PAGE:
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Rights to equality in England Scotland and Wales

Photo: Public services have to make simple changes to what they do if this would help disabled children

The Equality Act 2010 applies in England, Scotland and Wales. It sets out a wide range of important legal rights for disabled children and their families.

The Act only applies to those who have a permanent disability. If your child has a temporary hearing loss, such as glue ear, the Act will only apply if the condition has lasted (or is likely to last) for 12 months or more.

Under the Equality Act, your child has the right to:

  • not be discriminated against because of their deafness
  • expect that public services (such as school, nurseries and the NHS) will make ‘reasonable adjustments’ to how they do things to make sure deaf children can get involved
  • expect that public services will think about how they can promote equality of opportunity for deaf children, and to think about the impact that their policies, procedures and decisions have on deaf children and their families.

In Northern Ireland, different laws – the Disability Discrimination (Northern Ireland) Order 2006 and the Special Educational Needs and Disability (Northern Ireland) Order 2005 apply. In practice, most of the laws around disabled children are similar across the UK.

Who has to follow the Equality Act?

All public services, including the Government and local authorities, and anyone who delivers a service to the public must follow the Equality Act. This includes schools, nurseries, colleges, the NHS and shops. It also applies to employers.

What are reasonable adjustments?

Public services have to make simple changes to what they do if this would help disabled children. For example, asking your child’s nursery to make sure they communicate with your child in the quietest room in the nursery is a relatively simple and ‘reasonable’ adjustment for them to make.

If it would be difficult or expensive for the public service to do something to support your child, this may not be seen as a reasonable adjustment.

The law doesn’t say exactly what is or isn’t a reasonable adjustment. This is because what’s reasonable in one area might be unreasonable in another. For example, a very small childcare provider may find it expensive and difficult to improve the acoustics in their building. However, a secondary school with a large budget may find this easier.

What if a service won’t make reasonable adjustments?

If a service says that something wouldn’t be a reasonable adjustment, ask them to explain their reasons in writing.

You could also offer to meet with the service to discuss your ideas for reasonable adjustments and how they could be achieved. It might help to ask other professionals who are working with your child for advice on what reasonable adjustments to suggest and how they could be put into practice. For example, a Teacher of the Deaf may be able to provide advice on simple measures to improve acoustics.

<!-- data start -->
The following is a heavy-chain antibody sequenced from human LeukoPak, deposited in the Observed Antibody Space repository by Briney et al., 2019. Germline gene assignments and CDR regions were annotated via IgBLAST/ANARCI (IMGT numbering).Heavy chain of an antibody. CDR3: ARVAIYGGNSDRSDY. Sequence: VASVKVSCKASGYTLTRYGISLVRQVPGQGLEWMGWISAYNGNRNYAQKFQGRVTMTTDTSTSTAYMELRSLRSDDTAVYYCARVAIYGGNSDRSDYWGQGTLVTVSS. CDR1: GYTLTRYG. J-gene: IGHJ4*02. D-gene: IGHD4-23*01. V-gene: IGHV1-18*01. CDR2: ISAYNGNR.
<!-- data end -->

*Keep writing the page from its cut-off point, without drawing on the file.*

If the service is arguing that something would be too expensive to provide, you could ask if they’ve explored alternative sources of funding from other public services. For example, if a small nursery doesn’t have enough funding to purchase special equipment (such as a radio aid), you and/or the nursery could ask the local authority to meet the cost and take responsibility for this reasonable adjustment instead.

All public services should work together to make sure that the needs of your child are met and that any reasonable adjustments are made by the most appropriate service.

A failure to make reasonable adjustments is discrimination. See below for what to do if you think your child has been discriminated against.

Go to the Equality Act and your child's education for more information specifically about how you can take action in response to a failure to make reasonable adjustments in education.

What is discrimination?

Discrimination happens when your child is treated less favourably compared to a hearing child because of their deafness. For example, if a shop assistant was rude or provided poor service to your child because of their deafness, this would be discrimination.

Another example would be a refusal to give a deaf young person a job or allow them to join a particular school activity simply because they were deaf.

Discrimination can sometimes be indirect – and this is against the law too. Indirect discrimination is when a public service does something in a certain way which has the unintended effect of treating deaf people unfairly.

For example, if a GP practice insists that appointments can only be made by phone because it saves them time, this might be considered to be indirect discrimination because it makes it harder for deaf people to see their GP.

Parents and carers of disabled children are also protected by the Equality Act against any discrimination by association. This means that public services can’t treat you unfairly for something that happens because you’re looking after a disabled child.

An example of discrimination by association would be if your employer disciplined you for taking time off to attend audiology appointments with your deaf child when your colleagues also took time off for other reasons and weren’t disciplined.

If you think you or your child have been discriminated against you can contact our Freephone Helpline or the Equality Advisory and Support Service for advice and support on what to do next.